Environment

Environment & Planning

City Club of Eugene - Oregon’s Geology: Scientists Warn of Hazards, But Do Lawmakers & Agencies Respond?

Meeting date: October 10, 2014

KLCC air date: October 13, 2014

Natural disasters are often followed by a period of public reflection: Did anyone know something like this could happen? Had we taken precautions to prevent and minimize the damage from the earthquake, hurricane, flood or other event that just turned life upside down?

www.noaa.gov

This Columbus Day weekend, those heading to the Oregon Coast should be extra cautious. There is a potential for deadly sneaker waves in the next few days.

Sneaker waves are sudden, unexpected waves that reach farther up the beach than normal. Mark Spilde is a meteorologist with the National Weather Service. He says conditions exist for sporadic waves up to 18 feet high:

howlingforjustice.wordpress.com

More funds will soon be available to Oregon farmers and landowners who choose to use non-lethal deterrent techniques for wolves.

The Oregon Department of Agriculture just received a $53,000 grant from the U.S. Fish and Wildlife Service to be used for non-lethal preventative measures. Those may include barriers, alarms, or animals to guard the livestock. ODA Program Director Jason Barber says the most efficient method to prevent wolf attacks are range riders.

Alexi Horowitz / Earthfix

As hunting season begins across the Pacific Northwest, Oregon conservationists and state agencies are taking a new look at the issue of lead ammunition and its effects on wildlife.

Inside the operating room at the Portland Audubon Society Wildlife Care Center head veterinarian Deb Shaeffer is carefully inserting a syringe into the shoulder of an injured red-tail hawk.

Shaeffer: “It’s a very simple blood draw, it takes one drop of blood, and we run it through a machine, and it takes about three minutes and we get a result back.”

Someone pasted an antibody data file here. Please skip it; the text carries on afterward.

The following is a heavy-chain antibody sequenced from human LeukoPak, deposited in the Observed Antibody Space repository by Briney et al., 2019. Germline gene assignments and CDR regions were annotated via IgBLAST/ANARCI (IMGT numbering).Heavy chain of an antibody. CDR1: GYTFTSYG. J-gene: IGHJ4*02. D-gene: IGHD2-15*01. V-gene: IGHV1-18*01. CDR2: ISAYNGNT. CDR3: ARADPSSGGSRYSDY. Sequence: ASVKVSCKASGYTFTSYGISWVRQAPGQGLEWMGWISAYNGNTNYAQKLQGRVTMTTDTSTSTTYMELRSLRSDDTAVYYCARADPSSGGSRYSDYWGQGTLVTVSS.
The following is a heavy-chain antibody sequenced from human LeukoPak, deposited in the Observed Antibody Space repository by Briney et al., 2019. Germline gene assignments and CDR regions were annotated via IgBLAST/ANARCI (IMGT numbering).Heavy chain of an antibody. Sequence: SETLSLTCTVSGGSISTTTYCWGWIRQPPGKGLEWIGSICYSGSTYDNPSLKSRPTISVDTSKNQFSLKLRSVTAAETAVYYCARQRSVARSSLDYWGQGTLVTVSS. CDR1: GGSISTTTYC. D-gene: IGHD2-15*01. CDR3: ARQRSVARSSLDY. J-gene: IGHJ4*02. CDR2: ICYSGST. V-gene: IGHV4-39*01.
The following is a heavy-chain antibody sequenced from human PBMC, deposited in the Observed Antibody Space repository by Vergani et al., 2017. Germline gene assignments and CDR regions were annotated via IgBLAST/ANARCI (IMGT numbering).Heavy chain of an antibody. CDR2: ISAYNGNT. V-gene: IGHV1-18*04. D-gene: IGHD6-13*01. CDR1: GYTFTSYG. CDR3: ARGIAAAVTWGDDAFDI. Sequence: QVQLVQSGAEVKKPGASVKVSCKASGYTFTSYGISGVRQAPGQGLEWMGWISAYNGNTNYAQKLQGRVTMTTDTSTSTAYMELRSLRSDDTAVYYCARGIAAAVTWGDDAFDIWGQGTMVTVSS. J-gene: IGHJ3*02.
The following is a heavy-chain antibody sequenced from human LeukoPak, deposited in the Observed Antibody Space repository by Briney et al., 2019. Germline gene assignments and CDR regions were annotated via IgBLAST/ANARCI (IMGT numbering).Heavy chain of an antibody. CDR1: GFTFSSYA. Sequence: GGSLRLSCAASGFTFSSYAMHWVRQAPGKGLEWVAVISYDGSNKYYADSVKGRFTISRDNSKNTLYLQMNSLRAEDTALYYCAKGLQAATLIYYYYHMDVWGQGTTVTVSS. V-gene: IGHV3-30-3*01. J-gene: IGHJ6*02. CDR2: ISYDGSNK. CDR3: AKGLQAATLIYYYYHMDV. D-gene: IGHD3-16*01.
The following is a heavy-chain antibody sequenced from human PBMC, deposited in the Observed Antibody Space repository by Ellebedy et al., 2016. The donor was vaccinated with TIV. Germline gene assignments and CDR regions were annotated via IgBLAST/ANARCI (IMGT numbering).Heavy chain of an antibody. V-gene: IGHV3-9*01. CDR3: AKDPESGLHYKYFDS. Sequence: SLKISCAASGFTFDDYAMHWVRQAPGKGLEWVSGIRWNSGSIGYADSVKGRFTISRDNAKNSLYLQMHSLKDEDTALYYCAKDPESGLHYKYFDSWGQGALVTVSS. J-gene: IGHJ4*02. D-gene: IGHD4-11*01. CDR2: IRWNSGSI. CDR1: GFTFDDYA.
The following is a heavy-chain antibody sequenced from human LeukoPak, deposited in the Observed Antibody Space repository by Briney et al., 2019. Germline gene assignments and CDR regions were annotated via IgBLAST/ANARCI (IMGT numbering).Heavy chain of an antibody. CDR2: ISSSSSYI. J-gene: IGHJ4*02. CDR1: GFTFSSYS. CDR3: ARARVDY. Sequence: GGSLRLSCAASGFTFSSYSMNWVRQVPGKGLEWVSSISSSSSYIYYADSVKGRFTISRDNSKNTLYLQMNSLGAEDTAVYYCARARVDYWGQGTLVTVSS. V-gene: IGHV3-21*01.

Wikimedia Commons

A controversial nickel mining project in a roadless area of Southwestern Oregon has failed to clear an early hurdle. The state has denied a UK-based company permission to use water from a small creek.

It’s difficult to use water when there’s no water flowing. Or so discovered Red Flat Nickel Corporation when the State of Oregon denied its application to use water for five years.

oregonriverguides.com

A remarkable rebound for salmon in Oregon has led to a bountiful fishing season. It's also meant fishing quotas are being met early, resulting in the closure of one river.

Wild coho season on the Umpqua River will end October first, when biologists predict the quota of 2,000 fish will be met. Jessica Sall is with the Oregon Department of Fish and Wildlife:

Sall: "We do want to remind anglers that the river is still open for hatchery coho, or those fish that have their adipose fin clipped."

Rachael McDonald

People walking Oregon's beaches this fall may come across juvenile shorebirds that seem to be distressed or ill. Wildlife experts say it's best to leave them be.

The Common Murre is a small shorebird with black and white feathers, kind of like a mini- penguin. This time of year, the young ones have just fledged and are learning to feed themselves.
Laura Todd is with US Fish and Wildlife's Newport field office. She says some of them don't survive. If you come across a bird that's not moving and seems weak and unwell…

osumg.blogspot.com

People holding outdoor gatherings might be facing intrusions from wasps and yellow jackets. As summer winds down, the insects are likely searching for protein-rich food before overwintering.

According to the Oregon Department of Agriculture, many people assume applying pesticides to their flower beds will get rid of the nuisances. But many products end up harming honeybees instead. ODA spokeswoman Rose Kachadoorian says spraying insecticides around the yard won't do much good.

Billmoyers.com

Hundreds of people gathered in downtown Eugene Sunday to rally for more action on climate change. This is in solidarity with a Global Climate march focused on the United Nations Climate Summit taking place this week in New York.

The biggest climate march in history is happening on Sunday, and Oregon is joining in. Events around the world will bring together hundreds of organizations in a call for action to protect the air, food and water.

Demonstrations are centered in New York City, where a U.N. Climate Summit takes place Tuesday. The gathering in New York is expected to attract over 200-thousand people. Local rallies are planned for several Oregon communities, including Eugene.

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